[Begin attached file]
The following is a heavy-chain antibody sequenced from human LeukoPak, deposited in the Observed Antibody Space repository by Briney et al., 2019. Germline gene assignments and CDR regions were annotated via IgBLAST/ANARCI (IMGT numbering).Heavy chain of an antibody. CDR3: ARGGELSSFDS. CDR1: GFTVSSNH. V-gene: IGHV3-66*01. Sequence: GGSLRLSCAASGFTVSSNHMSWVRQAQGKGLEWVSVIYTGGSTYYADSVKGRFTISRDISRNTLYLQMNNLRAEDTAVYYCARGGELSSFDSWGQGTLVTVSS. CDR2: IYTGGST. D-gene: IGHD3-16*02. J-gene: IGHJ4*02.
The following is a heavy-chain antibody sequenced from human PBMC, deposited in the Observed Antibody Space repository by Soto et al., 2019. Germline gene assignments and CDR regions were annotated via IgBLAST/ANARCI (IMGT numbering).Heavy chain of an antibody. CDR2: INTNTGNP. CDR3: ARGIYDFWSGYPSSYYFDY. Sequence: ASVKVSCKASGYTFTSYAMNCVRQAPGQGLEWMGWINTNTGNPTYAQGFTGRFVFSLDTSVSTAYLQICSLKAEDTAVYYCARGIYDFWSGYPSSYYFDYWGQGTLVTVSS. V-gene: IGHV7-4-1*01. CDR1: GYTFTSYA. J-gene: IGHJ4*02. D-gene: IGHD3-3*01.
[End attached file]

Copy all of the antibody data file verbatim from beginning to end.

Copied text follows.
The following is a heavy-chain antibody sequenced from human LeukoPak, deposited in the Observed Antibody Space repository by Briney et al., 2019. Germline gene assignments and CDR regions were annotated via IgBLAST/ANARCI (IMGT numbering).Heavy chain of an antibody. CDR3: ARGGELSSFDS. CDR1: GFTVSSNH. V-gene: IGHV3-66*01. Sequence: GGSLRLSCAASGFTVSSNHMSWVRQAQGKGLEWVSVIYTGGSTYYADSVKGRFTISRDISRNTLYLQMNNLRAEDTAVYYCARGGELSSFDSWGQGTLVTVSS. CDR2: IYTGGST. D-gene: IGHD3-16*02. J-gene: IGHJ4*02.
The following is a heavy-chain antibody sequenced from human PBMC, deposited in the Observed Antibody Space repository by Soto et al., 2019. Germline gene assignments and CDR regions were annotated via IgBLAST/ANARCI (IMGT numbering).Heavy chain of an antibody. CDR2: INTNTGNP. CDR3: ARGIYDFWSGYPSSYYFDY. Sequence: ASVKVSCKASGYTFTSYAMNCVRQAPGQGLEWMGWINTNTGNPTYAQGFTGRFVFSLDTSVSTAYLQICSLKAEDTAVYYCARGIYDFWSGYPSSYYFDYWGQGTLVTVSS. V-gene: IGHV7-4-1*01. CDR1: GYTFTSYA. J-gene: IGHJ4*02. D-gene: IGHD3-3*01.